SE is for Shoyu, “soy sauce” in Japanese
Soy sauce is Shouyu in Japanese. However, the correct reading of 醤油 is Se u yu or Sha u yu which is soy sauce, hence se is for soy sauce. The type of soy sauce is classified according to Japanese agricultural standards. There are five categories; dark, light, Tamari, twice brewed, and white soy sauce. Unless a recipe specifies which soy sauce to use, if a recipe calls for a soy sauce, use dark soy sauce.
Koikuchi (dark) soy sauce contains approximately 16% of sodium. Although Usukuchi (light) soy sauce is lighter brown in colour, it contains 2-3% more sodium. I use Usukuchi (light) soy sauce for simmered vegetables and Chawanmushi. Tamari soy sauce is much thicker and richer than the other soy sauces. This is because it contains a high percentage of soy beans. Saijikomi (twice brewed) soy sauce is as the name suggests, brewed twice. It is darker in colour generally and contains about same amount of sodium content as Dark soy sauce. White soy sauce has a colour similar to a light beer. Its sodium content is about 17-18% and is used in fine Japanese cuisine.
SO is for mi-So
I love miso and make my own. If you have been following Chopstick Chronicles, you know I have shared how to make your own Miso. So if you would like to know more about Miso, please read my Miso post.
Order of seasoning
So now that you know the 5 Essential Japanese seasonings and condiments, we need to look at the order in which you would use these.
Sa-shi-su-se-so is also the order of seasoning in Japanese cooking. For example, if a recipe calls for sugar, soy sauce and vinegar, then you need to add those condiments in the following order: sugar(sa), vinegar(su) and soy sauce(se).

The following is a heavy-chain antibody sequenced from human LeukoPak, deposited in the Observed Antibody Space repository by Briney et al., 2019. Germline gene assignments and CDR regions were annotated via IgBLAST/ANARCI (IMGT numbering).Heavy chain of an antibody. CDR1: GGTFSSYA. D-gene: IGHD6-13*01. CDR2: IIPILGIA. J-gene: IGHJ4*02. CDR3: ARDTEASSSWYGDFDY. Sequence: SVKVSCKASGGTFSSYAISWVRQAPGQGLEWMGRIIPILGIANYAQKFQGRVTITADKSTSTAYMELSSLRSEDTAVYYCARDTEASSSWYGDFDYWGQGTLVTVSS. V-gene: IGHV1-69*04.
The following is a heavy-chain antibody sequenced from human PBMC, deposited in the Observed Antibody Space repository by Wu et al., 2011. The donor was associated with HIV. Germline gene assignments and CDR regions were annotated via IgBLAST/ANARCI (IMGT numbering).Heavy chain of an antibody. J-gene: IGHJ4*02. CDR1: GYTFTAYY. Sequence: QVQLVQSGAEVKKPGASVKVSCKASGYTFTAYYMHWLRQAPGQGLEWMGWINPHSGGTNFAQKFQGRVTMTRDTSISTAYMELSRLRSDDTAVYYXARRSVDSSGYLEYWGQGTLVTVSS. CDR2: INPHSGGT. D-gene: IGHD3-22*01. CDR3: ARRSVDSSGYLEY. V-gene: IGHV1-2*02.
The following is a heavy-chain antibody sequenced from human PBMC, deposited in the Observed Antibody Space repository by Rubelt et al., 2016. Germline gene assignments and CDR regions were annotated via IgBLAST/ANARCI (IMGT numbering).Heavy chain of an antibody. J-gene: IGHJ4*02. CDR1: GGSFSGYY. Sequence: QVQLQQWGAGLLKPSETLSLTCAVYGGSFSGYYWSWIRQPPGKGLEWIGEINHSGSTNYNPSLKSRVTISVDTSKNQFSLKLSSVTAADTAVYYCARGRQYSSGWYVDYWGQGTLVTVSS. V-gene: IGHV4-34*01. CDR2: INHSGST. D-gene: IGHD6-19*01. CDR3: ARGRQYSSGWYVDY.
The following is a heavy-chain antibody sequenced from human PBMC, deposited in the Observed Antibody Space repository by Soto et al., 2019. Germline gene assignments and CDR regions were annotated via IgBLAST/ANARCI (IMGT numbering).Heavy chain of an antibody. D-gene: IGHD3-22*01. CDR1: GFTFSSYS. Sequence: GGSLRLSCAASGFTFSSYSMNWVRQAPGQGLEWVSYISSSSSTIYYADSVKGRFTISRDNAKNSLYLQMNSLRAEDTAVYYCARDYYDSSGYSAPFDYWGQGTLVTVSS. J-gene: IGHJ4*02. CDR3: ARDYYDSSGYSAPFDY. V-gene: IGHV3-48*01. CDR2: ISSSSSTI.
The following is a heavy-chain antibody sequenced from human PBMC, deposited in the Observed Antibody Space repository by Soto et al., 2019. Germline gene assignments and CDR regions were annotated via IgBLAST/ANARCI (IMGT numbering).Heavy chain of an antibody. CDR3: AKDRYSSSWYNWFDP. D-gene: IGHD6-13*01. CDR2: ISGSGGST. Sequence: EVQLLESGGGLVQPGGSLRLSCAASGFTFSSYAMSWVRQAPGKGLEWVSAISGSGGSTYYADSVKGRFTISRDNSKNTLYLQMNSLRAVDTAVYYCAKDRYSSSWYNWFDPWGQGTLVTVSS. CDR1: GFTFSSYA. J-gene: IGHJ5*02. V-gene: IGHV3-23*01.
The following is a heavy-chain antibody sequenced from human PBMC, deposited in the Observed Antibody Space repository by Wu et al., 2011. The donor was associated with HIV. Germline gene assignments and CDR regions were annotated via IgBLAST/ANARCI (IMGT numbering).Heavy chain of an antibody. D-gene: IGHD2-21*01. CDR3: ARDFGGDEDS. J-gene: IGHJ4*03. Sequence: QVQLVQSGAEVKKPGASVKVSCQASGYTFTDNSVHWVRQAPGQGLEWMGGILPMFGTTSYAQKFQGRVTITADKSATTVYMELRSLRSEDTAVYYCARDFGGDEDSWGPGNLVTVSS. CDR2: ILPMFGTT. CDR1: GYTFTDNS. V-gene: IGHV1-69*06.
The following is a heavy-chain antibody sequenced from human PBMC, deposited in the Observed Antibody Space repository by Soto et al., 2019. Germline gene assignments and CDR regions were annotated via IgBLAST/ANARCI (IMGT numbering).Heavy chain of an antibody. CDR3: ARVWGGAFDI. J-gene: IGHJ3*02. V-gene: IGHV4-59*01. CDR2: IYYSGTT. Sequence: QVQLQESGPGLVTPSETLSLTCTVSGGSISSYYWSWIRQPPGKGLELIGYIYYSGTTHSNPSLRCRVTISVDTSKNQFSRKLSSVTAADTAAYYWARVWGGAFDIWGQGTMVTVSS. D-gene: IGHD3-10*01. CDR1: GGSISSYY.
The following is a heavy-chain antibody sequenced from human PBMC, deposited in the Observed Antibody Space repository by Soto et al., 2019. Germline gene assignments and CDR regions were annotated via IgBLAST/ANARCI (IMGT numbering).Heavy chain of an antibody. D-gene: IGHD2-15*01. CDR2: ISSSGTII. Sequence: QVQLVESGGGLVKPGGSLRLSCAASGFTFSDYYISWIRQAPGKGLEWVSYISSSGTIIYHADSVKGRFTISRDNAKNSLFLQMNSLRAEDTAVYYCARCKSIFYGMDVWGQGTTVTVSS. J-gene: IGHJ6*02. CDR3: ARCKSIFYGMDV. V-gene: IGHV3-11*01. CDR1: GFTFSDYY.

It is based on the following three reasons.
- molecular size of each seasoning
- osmotic pressure
- make best use of condiments flavour
For example, Sugar should be added before both salt or soy sauce. Because sugar’s molecule is larger and it’s osmotic pressure is lower than salt and soy sauce, if you add salt or soy sauce before sugar, it will be hard for sugar to penetrate into ingredients.
Vinegar or Miso will lose their flavour if they are added too early.
Sa is also for Sake
Sake and Mirin are also important condiments in Japanese cooking. Sa is also for Sake as well as for Satou:sugar. So when should we add Sake and Mirin? Both have the effect of advancing seasoning and also they reduce the smell from certain ingredients such as fish. Because of the alcohol content, they need to be added early in the cooking process. You need to be careful when you purchase Mirin for cooking. There is a Mirin that does not contain alcohol, it needs to be added at the end of the cooking.
Where to purchase Japanese condiments
All 5 Essential Japanese seasonings and condiments are available from major supermarkets in Australia except Miso. If any Asian or Japanese grocery store is nearby, you can get them all from those stores. Of course, you can also purchase these from online shops such as Amazon.